Your mission is to run from left to right, jumping over holes and avoiding enemies, until you reach the end of the stage. Ninja Commando keeps up its sterling work in the field of blandness by adopting this genre, but it shocked me by being far superior to many of its contemporaries when it comes to the controls. They're much better than many Spectrum games, and given the kind of jerky mess I was expecting from a budget-priced ZX game they damn near blew my mind. Your ninja moves smoothly and reacts with precision to your commands, although he doesn't have many skills to master - move left or right, jump and fire is all you have at your disposal. Still, it's nice that I can generally get my ninja to do what I want him to do with the minimum of fuss.
Being a ninja / unfortunate jogger, you have raised the anger of many men, all of whom have sworn a solemn oath to destroy you and all you hold dear. Their plan for achieving this goal is to mill about the levels, getting in your way. Here we can see a column of crash test dummies advancing upon our hero with murder on their minds. "Marching mannequins shouldn't be a problem for a ninja," I hear you cry, and you're right. Sadly our hero isn't much of a ninja because he forgot to bring a bloody weapon with him. You start Ninja Commando bare-handed, and being a videogame ninja touching your opponents causes you to die instantly. Do ninjas and commandos cancel each other out or something, as though a special forces soldier is the positron to the electron of the ninja? Commandos - tough guys. Ninjas - tough guys. Ninja Commandos? That scrawny kid at school who wore corrective shoes and smelled weird.
You aren't completely defenceless, however - it's just that our hero went to the same dojo as Super Mario. To kill an enemy, you must master the deadly martial art of jumping on their head. Yup, jump on their heads. To kill them. And you're a ninja. It's a good job I read the instructions before I started playing this. I don't think I would have figured that one out.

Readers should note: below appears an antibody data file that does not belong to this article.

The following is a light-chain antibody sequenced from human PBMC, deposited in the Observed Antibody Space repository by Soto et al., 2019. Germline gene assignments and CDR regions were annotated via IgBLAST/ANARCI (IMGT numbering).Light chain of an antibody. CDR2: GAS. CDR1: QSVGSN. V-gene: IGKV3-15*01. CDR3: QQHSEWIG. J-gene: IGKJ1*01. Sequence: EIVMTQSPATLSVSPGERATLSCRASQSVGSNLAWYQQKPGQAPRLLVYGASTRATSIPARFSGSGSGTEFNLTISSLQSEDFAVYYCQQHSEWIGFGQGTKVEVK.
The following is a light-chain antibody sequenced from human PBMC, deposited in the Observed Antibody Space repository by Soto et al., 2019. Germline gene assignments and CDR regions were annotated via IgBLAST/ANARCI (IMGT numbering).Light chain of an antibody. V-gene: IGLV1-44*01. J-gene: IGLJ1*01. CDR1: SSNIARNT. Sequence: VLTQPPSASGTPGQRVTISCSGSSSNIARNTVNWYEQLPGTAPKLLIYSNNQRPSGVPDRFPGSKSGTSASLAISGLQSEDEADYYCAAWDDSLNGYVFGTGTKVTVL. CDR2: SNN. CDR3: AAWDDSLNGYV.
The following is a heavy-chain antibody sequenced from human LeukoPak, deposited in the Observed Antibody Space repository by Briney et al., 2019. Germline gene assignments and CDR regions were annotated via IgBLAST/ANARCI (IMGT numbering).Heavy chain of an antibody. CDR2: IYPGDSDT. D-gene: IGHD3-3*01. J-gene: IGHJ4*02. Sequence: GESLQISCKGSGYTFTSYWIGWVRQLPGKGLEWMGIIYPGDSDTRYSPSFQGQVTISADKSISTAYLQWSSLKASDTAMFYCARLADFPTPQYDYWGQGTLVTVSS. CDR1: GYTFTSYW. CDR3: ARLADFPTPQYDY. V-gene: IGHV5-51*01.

Once your enemies' weakness has been revealed to you, you can start smashing heads beneath your feet which will lead in turn to Ninja Commando's weapons system. You see, there are weapons in this game, it's just that our ninja pal left them all in his ninja bedside table or wherever it is that he stores his tools of death. Kill an enemy, and there's a chance that they'll drop a shuriken for you to collect.
See? Once collected, you can throw shurikens with the fire button and revel in the one ninja-related aspect of the game. It doesn't stop there, though - once you've got the throwing stars, killing more enemies will cause one to eventually drop a bomb pick up. Collect the bombs and they replace your shurikens as your long-range murder option. Bomb enough enemies and you'll collect a flamethrower.
What, you don't think a flamethrower is a suitable weapon for a ninja? Well then you'll probably hate the last weapon, because it's just a gun.
Okay, maybe not just any gun, because most guns don't fire rounds that look like quivering strips of bacon, but a gun is a gun. Notice that the weapons get less ninja-y as they progress - I was hoping to collect a fifth power-up that'd put me in the cockpit of an F-15E Strike Eagle, but no such luck.